If this was a vlog instead of a blog post then it’d start with the opening scene of 2001: A Space Odyssey with the apes shuffling around the Monolith until finally touching it and sparking their development into tool makers and users. Obviously, broadly speaking, most of my tool making doesn’t involve turning bones into weapons although I did a solid line in improvised explosives in my early teens. I think I was the only kid in junior high who had his own mortar. Well at least in the 3207 area code. Possibly.
This post was inspired by a question, possibly snarky, about why I bothered to publish things to GitHub. I publish a lot of little tools, plug-ins, add-ons and even small applications. The questioner’s sentiment was “why bother?”. Write the code, solve the problem, move on. Posting the code means writing documentation, maybe tests, cleaning it up. Then having people actually using it means you get bugs logged and people want help. All of which consumes time and is a “pain in the arse” to manage.
So why bother indeed? Well I’ll front up and say part of it is ego. I like showing off and publishing solutions, neat tricks or cool tools is the ultimate show-off material in the technical world. It’s also excellent career material. I rarely see a job advertised (at least ones I am interested in) that doesn’t ask for your GitHub user name. In some cases your GitHub account is as good as a cover letter AND a CV.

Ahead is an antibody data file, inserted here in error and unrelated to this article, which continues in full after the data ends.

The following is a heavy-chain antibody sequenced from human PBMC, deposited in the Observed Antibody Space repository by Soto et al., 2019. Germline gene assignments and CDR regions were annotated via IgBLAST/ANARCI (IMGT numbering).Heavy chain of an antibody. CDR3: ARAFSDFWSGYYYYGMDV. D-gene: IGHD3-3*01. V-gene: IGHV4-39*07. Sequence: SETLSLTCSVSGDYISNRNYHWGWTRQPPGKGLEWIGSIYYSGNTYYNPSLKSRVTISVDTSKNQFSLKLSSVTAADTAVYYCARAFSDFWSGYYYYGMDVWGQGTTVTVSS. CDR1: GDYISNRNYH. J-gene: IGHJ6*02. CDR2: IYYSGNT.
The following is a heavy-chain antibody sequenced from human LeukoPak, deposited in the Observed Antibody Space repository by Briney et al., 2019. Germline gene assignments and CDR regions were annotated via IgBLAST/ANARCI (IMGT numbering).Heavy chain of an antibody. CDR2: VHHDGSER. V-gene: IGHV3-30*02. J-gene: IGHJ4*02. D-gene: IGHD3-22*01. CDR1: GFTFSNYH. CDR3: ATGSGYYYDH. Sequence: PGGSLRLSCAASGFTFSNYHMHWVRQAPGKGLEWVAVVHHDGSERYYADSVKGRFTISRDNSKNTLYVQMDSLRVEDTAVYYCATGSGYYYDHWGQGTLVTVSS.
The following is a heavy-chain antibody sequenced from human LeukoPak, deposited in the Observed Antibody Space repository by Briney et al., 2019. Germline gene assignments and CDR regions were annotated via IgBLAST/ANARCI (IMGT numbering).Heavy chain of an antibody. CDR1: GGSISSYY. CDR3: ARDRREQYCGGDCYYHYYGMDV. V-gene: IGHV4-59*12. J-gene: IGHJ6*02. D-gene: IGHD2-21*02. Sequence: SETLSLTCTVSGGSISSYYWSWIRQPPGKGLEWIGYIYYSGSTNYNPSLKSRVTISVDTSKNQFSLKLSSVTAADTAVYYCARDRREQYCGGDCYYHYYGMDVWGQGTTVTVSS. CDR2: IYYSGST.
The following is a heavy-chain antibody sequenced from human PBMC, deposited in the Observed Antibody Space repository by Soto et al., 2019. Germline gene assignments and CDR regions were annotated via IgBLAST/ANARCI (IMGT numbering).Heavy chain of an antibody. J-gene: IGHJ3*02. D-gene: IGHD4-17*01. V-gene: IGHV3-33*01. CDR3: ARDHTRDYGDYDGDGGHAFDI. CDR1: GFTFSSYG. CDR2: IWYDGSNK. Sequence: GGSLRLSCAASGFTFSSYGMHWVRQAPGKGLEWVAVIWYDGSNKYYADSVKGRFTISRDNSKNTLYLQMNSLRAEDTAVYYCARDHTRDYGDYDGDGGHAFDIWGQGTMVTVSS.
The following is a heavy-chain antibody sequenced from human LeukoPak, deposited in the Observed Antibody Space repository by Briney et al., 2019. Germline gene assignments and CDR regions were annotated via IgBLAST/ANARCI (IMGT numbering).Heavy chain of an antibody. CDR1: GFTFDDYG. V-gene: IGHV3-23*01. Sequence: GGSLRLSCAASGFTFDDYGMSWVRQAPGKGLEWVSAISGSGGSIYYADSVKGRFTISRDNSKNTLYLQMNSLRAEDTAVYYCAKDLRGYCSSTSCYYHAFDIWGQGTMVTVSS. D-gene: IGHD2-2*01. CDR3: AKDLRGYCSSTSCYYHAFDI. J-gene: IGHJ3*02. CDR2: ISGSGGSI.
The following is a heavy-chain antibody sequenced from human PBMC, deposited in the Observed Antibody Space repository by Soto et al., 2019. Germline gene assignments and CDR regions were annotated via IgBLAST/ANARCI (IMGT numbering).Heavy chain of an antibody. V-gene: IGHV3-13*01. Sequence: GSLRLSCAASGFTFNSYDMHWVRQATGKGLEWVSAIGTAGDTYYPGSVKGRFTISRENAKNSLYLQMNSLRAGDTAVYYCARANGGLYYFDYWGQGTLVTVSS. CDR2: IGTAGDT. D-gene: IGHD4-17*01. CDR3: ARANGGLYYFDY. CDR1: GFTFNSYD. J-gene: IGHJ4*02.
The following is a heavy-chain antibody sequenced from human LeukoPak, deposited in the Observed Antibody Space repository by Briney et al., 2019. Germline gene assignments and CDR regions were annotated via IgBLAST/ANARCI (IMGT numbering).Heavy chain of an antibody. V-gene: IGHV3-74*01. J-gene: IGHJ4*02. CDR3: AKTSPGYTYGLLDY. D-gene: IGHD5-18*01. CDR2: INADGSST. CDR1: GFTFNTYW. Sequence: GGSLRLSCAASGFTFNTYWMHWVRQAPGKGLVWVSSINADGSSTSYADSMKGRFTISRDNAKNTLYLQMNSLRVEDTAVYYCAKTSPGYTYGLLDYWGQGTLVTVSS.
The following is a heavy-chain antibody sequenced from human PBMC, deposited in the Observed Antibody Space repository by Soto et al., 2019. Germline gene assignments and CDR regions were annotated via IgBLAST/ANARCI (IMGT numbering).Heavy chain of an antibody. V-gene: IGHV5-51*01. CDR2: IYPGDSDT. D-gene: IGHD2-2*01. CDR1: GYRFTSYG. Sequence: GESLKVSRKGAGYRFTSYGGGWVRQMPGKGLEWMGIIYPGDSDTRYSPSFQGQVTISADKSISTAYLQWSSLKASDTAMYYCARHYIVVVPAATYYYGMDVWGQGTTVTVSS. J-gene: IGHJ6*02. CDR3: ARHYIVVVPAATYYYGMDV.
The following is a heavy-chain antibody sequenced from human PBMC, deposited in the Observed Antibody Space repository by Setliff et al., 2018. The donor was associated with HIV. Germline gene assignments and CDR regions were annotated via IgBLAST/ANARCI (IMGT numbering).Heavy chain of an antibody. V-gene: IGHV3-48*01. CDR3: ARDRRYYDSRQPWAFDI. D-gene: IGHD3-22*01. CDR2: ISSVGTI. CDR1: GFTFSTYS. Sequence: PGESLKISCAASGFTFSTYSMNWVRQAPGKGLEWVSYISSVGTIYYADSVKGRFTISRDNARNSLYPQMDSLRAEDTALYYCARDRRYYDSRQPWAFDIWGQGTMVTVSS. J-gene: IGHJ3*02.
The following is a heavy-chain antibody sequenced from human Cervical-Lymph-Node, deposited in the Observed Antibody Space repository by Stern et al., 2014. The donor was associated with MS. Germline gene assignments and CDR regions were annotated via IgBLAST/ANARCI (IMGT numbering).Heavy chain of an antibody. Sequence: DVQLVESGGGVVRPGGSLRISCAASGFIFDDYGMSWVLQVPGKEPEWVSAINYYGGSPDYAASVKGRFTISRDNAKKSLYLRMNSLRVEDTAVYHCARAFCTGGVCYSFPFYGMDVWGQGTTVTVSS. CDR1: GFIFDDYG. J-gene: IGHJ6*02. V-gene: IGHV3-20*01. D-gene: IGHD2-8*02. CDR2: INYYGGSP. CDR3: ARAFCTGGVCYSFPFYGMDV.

It’s also a personal development opportunity as well as a career enhancer. I love learning new languages, new frameworks and puzzling out how to make things work. Ironically often using snippets of code other people have puzzled out. Turtles all the way down.
Some part of it also overlaps with why I am involved in open source. If you write code that could help others then it just makes sense to apply an open source license to it and publish it. This is not just because other people should suffer through my code but because good open source citizens share.
Lastly, sysadmins spend their lives solving problems. Often painful and un-fun problems that occur at inopportune moments that mess with your life. Being a sysadmin is an awesome job but it can also be a job that sucks when things go wrong or when you have an annoying or labour intensive task. The way I solved a lot of those problems, automated a lot of those tasks or just generally made things better was by steali^H^H using other people’s code and tools. If others hadn’t made their cool solutions and tools available then my life as a sysadmin would have sucked a whole lot more. The fact that others went to the trouble of making things that made my life easier matters to me. So in turn helping solve other people’s problems or making their lives easier matters to me too. And that’s why I make tools.